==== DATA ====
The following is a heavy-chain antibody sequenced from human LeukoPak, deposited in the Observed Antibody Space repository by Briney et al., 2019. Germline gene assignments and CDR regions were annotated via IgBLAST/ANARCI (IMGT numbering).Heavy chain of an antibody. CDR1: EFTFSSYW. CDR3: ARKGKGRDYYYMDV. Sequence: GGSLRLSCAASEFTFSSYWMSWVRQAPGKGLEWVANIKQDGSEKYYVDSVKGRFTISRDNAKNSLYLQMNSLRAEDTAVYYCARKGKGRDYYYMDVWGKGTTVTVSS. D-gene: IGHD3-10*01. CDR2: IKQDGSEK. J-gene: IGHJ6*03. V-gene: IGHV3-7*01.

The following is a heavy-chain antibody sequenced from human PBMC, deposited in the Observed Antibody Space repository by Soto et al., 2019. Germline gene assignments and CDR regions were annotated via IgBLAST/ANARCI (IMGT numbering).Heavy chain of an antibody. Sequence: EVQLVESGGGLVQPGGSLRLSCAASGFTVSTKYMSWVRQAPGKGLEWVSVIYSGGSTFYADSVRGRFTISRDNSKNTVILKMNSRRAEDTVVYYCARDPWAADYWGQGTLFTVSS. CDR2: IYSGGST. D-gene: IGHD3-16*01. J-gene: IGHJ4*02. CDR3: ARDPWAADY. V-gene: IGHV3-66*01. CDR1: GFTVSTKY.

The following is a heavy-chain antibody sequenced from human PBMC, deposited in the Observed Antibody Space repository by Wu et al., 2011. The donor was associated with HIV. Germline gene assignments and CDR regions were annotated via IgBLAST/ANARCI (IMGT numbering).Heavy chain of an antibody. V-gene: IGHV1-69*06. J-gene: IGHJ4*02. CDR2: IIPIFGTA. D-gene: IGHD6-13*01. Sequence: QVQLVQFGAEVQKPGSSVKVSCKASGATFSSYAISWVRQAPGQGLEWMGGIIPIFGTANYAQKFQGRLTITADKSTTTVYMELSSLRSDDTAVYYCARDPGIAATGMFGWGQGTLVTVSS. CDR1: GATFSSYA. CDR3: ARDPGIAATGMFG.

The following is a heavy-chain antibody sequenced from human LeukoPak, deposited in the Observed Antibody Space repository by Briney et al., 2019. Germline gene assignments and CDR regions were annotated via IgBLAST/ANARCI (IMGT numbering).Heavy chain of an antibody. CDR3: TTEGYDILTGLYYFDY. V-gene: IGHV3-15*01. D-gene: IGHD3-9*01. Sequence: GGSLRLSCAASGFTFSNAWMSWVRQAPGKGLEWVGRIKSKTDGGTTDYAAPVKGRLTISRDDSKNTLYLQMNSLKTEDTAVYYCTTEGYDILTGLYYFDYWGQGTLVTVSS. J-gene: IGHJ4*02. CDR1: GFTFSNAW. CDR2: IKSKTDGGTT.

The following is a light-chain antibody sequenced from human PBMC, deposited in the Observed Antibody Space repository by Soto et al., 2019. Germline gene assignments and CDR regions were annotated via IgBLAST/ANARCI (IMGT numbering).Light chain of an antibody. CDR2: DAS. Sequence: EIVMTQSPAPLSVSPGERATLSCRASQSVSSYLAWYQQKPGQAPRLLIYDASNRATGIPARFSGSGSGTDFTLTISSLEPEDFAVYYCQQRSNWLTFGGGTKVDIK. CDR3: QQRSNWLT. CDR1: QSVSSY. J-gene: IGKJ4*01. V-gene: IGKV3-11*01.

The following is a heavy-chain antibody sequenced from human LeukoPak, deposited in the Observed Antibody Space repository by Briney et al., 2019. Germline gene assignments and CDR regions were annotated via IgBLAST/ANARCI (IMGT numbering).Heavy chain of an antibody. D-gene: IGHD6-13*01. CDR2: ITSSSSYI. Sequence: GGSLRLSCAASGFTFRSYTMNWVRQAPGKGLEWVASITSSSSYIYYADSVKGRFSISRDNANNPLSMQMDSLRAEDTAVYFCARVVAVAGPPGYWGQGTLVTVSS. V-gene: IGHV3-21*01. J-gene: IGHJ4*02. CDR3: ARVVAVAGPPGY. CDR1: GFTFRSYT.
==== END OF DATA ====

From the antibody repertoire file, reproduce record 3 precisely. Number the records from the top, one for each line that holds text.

The following is a heavy-chain antibody sequenced from human PBMC, deposited in the Observed Antibody Space repository by Wu et al., 2011. The donor was associated with HIV. Germline gene assignments and CDR regions were annotated via IgBLAST/ANARCI (IMGT numbering).Heavy chain of an antibody. V-gene: IGHV1-69*06. J-gene: IGHJ4*02. CDR2: IIPIFGTA. D-gene: IGHD6-13*01. Sequence: QVQLVQFGAEVQKPGSSVKVSCKASGATFSSYAISWVRQAPGQGLEWMGGIIPIFGTANYAQKFQGRLTITADKSTTTVYMELSSLRSDDTAVYYCARDPGIAATGMFGWGQGTLVTVSS. CDR1: GATFSSYA. CDR3: ARDPGIAATGMFG.